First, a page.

She enrolled at Teachers College and immediately took to it. Carley is cerebral and sharp, the kind of student who does extra reading on her own and enjoys linking it to her practice. If anything, her biggest complaint about her first semester was that she wasn't challenged enough by her field placement. She found P.S. 87, a socio-economically diverse elementary school on Manhattan's affluent Upper West Side, very similar to her experience at Montessori. It felt almost too comfortable.
On the other hand, she found that her coursework at TC sometimes opened her eyes to truths about her students and herself. Two of her students were black males who left class to meet with other teachers every few days. Carley had assumed they were in need of special education. Instead, she soon learned, one was in the gifted and talented program; he was working with a speech therapist to correct his stutter.
In a paper written for Celia Oyler, Associate Professor of Education in Curriculum and Teaching, Carley analyzed her misperception of the boy as a cautionary tale that revealed her preconceived biases. But to Oyler, there was more to be learned: "I told Carley, 'The way you tell me this story, it seems as though you like the student more now that you know he's more intelligent.'"
It was a lesson that, in different ways, would continue to resonate for Carley during her second semester.
"I Hate These White Teachers"
Carley was stunned. It was February; she had been in her new position at Future Leaders Institute (FLI), a charter middle school in Harlem, for just a few weeks. Had she heard right? The girl in front of her--tall, pretty, usually animated--had been acting up since the day before when Carley had caught her cheating on a science quiz and given her a zero. Now the girl's anger had taken a new direction.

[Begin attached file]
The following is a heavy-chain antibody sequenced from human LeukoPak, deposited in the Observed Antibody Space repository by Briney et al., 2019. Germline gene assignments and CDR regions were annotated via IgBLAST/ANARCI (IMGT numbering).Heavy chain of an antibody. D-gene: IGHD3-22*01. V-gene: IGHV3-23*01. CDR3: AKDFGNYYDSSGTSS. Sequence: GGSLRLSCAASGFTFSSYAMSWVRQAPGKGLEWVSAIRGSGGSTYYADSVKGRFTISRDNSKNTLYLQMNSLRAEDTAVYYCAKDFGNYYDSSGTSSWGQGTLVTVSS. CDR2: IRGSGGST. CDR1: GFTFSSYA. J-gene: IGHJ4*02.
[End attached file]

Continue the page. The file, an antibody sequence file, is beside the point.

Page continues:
"I was hurt when she said it," Carley says. "I felt she was pulling the race card instead of taking responsibility and saying, -'I was cheating. I was in the wrong.'"
Carley's cooperating teacher--Dan Novak, a 26-year-old ex-scientist--was also white, but none of her students were. Fortunately, a central part of FLI's mission is social justice, and the school has mechanisms to deal with thorny issues like race, including a "social action" course--a half hour set aside at the end of every class for open discussion. In one such session, a student who had told another that she was acting ditzy and superficial--"like a white girl"--acknowledged that the stereotype came from the movie White Chicks.
Now, though, Carley had to decide whether to simply reprimand her student or try to wring something positive from the moment. "I had to step back and deal with it from an unemotional place," she says.
Carley chose to discuss the matter in private with both the girl who had cheated and the student who helped her. "I stressed the seriousness of cheating and explained to them that when they get to high school and college, this kind of incident will be called -'academic dishonesty,'" she said.